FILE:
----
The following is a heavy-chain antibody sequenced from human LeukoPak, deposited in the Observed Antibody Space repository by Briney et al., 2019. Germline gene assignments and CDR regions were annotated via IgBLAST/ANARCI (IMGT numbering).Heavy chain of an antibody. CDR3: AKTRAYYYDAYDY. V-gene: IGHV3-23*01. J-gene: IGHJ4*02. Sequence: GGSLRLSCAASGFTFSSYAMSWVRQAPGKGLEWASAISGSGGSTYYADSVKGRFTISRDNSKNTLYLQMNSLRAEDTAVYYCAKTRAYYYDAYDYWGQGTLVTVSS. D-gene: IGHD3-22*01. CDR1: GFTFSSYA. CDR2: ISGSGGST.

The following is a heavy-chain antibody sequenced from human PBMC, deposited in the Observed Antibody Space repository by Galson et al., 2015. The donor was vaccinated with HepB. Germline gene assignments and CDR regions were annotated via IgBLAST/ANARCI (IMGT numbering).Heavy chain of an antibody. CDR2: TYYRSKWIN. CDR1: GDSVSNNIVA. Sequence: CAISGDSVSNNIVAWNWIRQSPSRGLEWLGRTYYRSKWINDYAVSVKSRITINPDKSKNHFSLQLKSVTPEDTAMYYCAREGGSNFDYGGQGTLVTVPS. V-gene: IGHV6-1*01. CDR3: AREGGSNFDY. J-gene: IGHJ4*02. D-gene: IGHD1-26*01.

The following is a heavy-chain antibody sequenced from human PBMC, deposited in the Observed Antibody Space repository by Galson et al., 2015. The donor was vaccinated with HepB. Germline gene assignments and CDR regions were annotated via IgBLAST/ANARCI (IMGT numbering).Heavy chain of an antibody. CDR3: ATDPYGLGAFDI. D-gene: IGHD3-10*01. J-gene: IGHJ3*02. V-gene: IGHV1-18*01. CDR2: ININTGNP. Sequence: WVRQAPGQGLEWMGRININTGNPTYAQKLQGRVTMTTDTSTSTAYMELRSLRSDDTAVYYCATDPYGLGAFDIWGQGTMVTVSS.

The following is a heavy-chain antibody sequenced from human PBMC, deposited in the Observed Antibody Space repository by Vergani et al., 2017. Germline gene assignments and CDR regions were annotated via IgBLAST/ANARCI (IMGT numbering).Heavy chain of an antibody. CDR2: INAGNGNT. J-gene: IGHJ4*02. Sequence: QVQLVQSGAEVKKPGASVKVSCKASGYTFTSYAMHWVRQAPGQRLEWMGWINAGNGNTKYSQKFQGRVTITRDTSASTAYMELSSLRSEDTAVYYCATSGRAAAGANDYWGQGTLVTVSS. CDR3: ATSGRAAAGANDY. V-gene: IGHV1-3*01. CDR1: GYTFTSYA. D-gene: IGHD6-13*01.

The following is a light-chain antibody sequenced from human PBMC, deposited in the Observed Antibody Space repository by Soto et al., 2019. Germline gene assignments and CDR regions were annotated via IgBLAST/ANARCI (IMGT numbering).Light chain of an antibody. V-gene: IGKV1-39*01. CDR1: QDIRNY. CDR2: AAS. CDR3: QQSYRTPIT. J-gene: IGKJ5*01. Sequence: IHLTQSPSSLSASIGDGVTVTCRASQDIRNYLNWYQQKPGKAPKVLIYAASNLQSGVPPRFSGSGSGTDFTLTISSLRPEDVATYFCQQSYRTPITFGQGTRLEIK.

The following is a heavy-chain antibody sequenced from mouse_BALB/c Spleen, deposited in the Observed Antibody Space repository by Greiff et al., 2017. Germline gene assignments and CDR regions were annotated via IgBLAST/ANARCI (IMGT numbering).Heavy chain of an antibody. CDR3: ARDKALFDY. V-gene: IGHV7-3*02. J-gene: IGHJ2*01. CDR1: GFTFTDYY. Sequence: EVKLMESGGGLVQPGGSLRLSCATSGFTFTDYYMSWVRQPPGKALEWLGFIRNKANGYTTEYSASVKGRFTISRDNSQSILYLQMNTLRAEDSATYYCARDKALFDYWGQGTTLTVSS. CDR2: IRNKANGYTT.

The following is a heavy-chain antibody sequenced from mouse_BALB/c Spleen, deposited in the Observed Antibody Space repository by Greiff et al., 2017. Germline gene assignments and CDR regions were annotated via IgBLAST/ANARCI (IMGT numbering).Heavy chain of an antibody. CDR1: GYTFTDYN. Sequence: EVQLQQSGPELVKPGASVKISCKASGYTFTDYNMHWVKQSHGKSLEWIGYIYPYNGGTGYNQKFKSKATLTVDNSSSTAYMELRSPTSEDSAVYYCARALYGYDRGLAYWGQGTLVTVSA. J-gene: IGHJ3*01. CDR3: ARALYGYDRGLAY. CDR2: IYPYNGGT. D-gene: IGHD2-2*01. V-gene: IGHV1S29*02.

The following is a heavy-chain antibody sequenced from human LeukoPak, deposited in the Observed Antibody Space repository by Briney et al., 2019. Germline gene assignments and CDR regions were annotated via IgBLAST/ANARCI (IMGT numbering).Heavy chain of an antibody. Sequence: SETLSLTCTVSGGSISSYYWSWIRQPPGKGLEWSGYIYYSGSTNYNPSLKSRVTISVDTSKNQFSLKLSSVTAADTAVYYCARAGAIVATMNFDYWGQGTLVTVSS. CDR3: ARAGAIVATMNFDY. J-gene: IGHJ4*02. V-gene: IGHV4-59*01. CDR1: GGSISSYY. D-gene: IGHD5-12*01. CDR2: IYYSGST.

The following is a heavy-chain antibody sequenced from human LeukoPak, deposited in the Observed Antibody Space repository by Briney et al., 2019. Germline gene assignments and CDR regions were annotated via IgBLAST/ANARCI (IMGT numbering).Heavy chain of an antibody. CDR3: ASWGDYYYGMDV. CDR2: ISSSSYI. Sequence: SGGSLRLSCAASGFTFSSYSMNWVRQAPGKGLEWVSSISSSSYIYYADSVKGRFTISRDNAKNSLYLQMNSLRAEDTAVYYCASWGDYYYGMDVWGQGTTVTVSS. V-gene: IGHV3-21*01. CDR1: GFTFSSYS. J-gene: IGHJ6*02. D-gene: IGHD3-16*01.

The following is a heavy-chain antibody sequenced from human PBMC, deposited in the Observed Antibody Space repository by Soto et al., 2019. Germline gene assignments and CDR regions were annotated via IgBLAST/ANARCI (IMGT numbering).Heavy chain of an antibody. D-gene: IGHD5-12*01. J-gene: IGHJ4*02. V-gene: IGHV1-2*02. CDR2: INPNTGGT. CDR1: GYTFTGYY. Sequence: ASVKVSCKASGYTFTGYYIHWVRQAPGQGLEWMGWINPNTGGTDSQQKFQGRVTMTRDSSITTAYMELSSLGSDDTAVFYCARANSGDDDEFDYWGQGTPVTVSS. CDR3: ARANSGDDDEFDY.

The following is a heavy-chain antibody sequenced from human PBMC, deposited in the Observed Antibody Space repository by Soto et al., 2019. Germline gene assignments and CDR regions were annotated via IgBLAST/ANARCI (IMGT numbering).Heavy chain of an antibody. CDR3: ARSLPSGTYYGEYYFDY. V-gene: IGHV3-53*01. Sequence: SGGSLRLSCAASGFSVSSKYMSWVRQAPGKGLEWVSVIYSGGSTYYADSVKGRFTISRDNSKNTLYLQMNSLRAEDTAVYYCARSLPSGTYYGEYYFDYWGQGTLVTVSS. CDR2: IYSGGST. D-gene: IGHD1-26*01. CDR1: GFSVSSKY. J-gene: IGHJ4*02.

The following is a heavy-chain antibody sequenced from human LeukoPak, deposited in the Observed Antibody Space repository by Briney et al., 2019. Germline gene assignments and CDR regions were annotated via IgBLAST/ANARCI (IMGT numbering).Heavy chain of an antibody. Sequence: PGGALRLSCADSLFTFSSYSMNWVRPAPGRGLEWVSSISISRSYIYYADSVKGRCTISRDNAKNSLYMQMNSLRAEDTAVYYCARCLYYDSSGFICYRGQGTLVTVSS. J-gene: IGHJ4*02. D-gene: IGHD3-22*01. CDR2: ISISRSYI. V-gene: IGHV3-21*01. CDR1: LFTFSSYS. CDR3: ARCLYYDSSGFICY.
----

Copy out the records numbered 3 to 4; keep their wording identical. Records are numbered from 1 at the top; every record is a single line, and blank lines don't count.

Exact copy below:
The following is a heavy-chain antibody sequenced from human PBMC, deposited in the Observed Antibody Space repository by Galson et al., 2015. The donor was vaccinated with HepB. Germline gene assignments and CDR regions were annotated via IgBLAST/ANARCI (IMGT numbering).Heavy chain of an antibody. CDR3: ATDPYGLGAFDI. D-gene: IGHD3-10*01. J-gene: IGHJ3*02. V-gene: IGHV1-18*01. CDR2: ININTGNP. Sequence: WVRQAPGQGLEWMGRININTGNPTYAQKLQGRVTMTTDTSTSTAYMELRSLRSDDTAVYYCATDPYGLGAFDIWGQGTMVTVSS.

The following is a heavy-chain antibody sequenced from human PBMC, deposited in the Observed Antibody Space repository by Vergani et al., 2017. Germline gene assignments and CDR regions were annotated via IgBLAST/ANARCI (IMGT numbering).Heavy chain of an antibody. CDR2: INAGNGNT. J-gene: IGHJ4*02. Sequence: QVQLVQSGAEVKKPGASVKVSCKASGYTFTSYAMHWVRQAPGQRLEWMGWINAGNGNTKYSQKFQGRVTITRDTSASTAYMELSSLRSEDTAVYYCATSGRAAAGANDYWGQGTLVTVSS. CDR3: ATSGRAAAGANDY. V-gene: IGHV1-3*01. CDR1: GYTFTSYA. D-gene: IGHD6-13*01.